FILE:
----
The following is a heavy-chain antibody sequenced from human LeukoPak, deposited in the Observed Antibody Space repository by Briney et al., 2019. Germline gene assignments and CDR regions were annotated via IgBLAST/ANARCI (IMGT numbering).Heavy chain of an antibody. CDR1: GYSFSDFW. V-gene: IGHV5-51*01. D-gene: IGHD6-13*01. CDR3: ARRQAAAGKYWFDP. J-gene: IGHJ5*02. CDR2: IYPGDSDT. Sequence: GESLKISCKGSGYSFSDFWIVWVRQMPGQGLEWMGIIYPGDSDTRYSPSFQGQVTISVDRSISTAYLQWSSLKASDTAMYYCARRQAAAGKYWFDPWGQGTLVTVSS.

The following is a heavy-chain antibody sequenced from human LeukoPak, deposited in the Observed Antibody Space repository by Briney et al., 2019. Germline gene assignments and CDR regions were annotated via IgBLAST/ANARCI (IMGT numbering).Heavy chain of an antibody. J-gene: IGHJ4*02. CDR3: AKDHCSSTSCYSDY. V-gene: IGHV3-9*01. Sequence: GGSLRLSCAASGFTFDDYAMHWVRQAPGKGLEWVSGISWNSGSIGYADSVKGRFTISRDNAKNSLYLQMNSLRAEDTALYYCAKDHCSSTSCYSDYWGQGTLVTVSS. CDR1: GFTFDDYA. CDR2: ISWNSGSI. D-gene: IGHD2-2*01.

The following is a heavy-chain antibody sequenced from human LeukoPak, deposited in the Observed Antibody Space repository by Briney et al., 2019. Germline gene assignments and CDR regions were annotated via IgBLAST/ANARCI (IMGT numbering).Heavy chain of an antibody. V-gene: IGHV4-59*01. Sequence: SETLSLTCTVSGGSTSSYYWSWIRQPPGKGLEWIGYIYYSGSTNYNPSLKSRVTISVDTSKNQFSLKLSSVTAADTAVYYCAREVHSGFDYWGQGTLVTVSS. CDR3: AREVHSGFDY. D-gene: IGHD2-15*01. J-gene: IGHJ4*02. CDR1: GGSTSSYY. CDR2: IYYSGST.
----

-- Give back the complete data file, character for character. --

The following is a heavy-chain antibody sequenced from human LeukoPak, deposited in the Observed Antibody Space repository by Briney et al., 2019. Germline gene assignments and CDR regions were annotated via IgBLAST/ANARCI (IMGT numbering).Heavy chain of an antibody. CDR1: GYSFSDFW. V-gene: IGHV5-51*01. D-gene: IGHD6-13*01. CDR3: ARRQAAAGKYWFDP. J-gene: IGHJ5*02. CDR2: IYPGDSDT. Sequence: GESLKISCKGSGYSFSDFWIVWVRQMPGQGLEWMGIIYPGDSDTRYSPSFQGQVTISVDRSISTAYLQWSSLKASDTAMYYCARRQAAAGKYWFDPWGQGTLVTVSS.

The following is a heavy-chain antibody sequenced from human LeukoPak, deposited in the Observed Antibody Space repository by Briney et al., 2019. Germline gene assignments and CDR regions were annotated via IgBLAST/ANARCI (IMGT numbering).Heavy chain of an antibody. J-gene: IGHJ4*02. CDR3: AKDHCSSTSCYSDY. V-gene: IGHV3-9*01. Sequence: GGSLRLSCAASGFTFDDYAMHWVRQAPGKGLEWVSGISWNSGSIGYADSVKGRFTISRDNAKNSLYLQMNSLRAEDTALYYCAKDHCSSTSCYSDYWGQGTLVTVSS. CDR1: GFTFDDYA. CDR2: ISWNSGSI. D-gene: IGHD2-2*01.

The following is a heavy-chain antibody sequenced from human LeukoPak, deposited in the Observed Antibody Space repository by Briney et al., 2019. Germline gene assignments and CDR regions were annotated via IgBLAST/ANARCI (IMGT numbering).Heavy chain of an antibody. V-gene: IGHV4-59*01. Sequence: SETLSLTCTVSGGSTSSYYWSWIRQPPGKGLEWIGYIYYSGSTNYNPSLKSRVTISVDTSKNQFSLKLSSVTAADTAVYYCAREVHSGFDYWGQGTLVTVSS. CDR3: AREVHSGFDY. D-gene: IGHD2-15*01. J-gene: IGHJ4*02. CDR1: GGSTSSYY. CDR2: IYYSGST.